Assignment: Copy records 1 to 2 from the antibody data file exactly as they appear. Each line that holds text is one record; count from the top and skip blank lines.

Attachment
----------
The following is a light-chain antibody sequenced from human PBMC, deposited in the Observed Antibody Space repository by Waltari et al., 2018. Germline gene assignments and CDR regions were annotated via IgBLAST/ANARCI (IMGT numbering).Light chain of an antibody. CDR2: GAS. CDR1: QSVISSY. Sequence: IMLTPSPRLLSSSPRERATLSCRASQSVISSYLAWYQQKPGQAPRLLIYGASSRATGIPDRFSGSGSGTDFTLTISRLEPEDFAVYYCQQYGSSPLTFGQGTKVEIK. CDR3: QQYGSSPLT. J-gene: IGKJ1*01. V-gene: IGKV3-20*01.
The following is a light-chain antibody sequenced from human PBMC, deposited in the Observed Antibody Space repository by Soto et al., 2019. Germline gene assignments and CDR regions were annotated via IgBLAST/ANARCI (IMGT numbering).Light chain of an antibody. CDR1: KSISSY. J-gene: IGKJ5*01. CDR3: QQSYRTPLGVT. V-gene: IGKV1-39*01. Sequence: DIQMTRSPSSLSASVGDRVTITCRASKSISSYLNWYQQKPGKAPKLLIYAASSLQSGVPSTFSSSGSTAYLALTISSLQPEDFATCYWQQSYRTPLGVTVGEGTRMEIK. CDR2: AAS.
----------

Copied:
The following is a light-chain antibody sequenced from human PBMC, deposited in the Observed Antibody Space repository by Waltari et al., 2018. Germline gene assignments and CDR regions were annotated via IgBLAST/ANARCI (IMGT numbering).Light chain of an antibody. CDR2: GAS. CDR1: QSVISSY. Sequence: IMLTPSPRLLSSSPRERATLSCRASQSVISSYLAWYQQKPGQAPRLLIYGASSRATGIPDRFSGSGSGTDFTLTISRLEPEDFAVYYCQQYGSSPLTFGQGTKVEIK. CDR3: QQYGSSPLT. J-gene: IGKJ1*01. V-gene: IGKV3-20*01.
The following is a light-chain antibody sequenced from human PBMC, deposited in the Observed Antibody Space repository by Soto et al., 2019. Germline gene assignments and CDR regions were annotated via IgBLAST/ANARCI (IMGT numbering).Light chain of an antibody. CDR1: KSISSY. J-gene: IGKJ5*01. CDR3: QQSYRTPLGVT. V-gene: IGKV1-39*01. Sequence: DIQMTRSPSSLSASVGDRVTITCRASKSISSYLNWYQQKPGKAPKLLIYAASSLQSGVPSTFSSSGSTAYLALTISSLQPEDFATCYWQQSYRTPLGVTVGEGTRMEIK. CDR2: AAS.